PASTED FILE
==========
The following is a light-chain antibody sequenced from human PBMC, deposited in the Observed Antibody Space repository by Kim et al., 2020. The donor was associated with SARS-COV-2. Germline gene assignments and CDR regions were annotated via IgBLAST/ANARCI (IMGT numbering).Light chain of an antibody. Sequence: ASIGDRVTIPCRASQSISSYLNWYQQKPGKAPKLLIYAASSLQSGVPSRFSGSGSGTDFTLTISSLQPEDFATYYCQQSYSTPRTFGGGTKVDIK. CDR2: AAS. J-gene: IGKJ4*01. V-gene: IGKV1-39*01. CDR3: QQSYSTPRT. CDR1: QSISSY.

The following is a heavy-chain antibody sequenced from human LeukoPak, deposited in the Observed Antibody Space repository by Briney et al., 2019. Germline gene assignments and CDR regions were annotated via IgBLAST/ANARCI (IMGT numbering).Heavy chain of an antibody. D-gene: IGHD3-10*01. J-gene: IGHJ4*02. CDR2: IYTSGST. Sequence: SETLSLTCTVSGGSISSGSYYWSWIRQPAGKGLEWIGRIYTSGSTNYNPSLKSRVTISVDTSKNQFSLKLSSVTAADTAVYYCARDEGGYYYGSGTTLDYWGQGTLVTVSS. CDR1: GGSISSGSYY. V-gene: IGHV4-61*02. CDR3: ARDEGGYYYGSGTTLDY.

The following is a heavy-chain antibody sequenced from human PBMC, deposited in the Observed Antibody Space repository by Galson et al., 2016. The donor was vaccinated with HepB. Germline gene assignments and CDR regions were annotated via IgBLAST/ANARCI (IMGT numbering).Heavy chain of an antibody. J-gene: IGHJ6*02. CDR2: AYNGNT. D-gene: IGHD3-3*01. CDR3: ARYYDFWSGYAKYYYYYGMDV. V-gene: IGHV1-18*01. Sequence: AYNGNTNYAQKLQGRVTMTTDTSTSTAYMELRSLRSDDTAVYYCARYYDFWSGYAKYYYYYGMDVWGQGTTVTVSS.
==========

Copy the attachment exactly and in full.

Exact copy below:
The following is a light-chain antibody sequenced from human PBMC, deposited in the Observed Antibody Space repository by Kim et al., 2020. The donor was associated with SARS-COV-2. Germline gene assignments and CDR regions were annotated via IgBLAST/ANARCI (IMGT numbering).Light chain of an antibody. Sequence: ASIGDRVTIPCRASQSISSYLNWYQQKPGKAPKLLIYAASSLQSGVPSRFSGSGSGTDFTLTISSLQPEDFATYYCQQSYSTPRTFGGGTKVDIK. CDR2: AAS. J-gene: IGKJ4*01. V-gene: IGKV1-39*01. CDR3: QQSYSTPRT. CDR1: QSISSY.

The following is a heavy-chain antibody sequenced from human LeukoPak, deposited in the Observed Antibody Space repository by Briney et al., 2019. Germline gene assignments and CDR regions were annotated via IgBLAST/ANARCI (IMGT numbering).Heavy chain of an antibody. D-gene: IGHD3-10*01. J-gene: IGHJ4*02. CDR2: IYTSGST. Sequence: SETLSLTCTVSGGSISSGSYYWSWIRQPAGKGLEWIGRIYTSGSTNYNPSLKSRVTISVDTSKNQFSLKLSSVTAADTAVYYCARDEGGYYYGSGTTLDYWGQGTLVTVSS. CDR1: GGSISSGSYY. V-gene: IGHV4-61*02. CDR3: ARDEGGYYYGSGTTLDY.

The following is a heavy-chain antibody sequenced from human PBMC, deposited in the Observed Antibody Space repository by Galson et al., 2016. The donor was vaccinated with HepB. Germline gene assignments and CDR regions were annotated via IgBLAST/ANARCI (IMGT numbering).Heavy chain of an antibody. J-gene: IGHJ6*02. CDR2: AYNGNT. D-gene: IGHD3-3*01. CDR3: ARYYDFWSGYAKYYYYYGMDV. V-gene: IGHV1-18*01. Sequence: AYNGNTNYAQKLQGRVTMTTDTSTSTAYMELRSLRSDDTAVYYCARYYDFWSGYAKYYYYYGMDVWGQGTTVTVSS.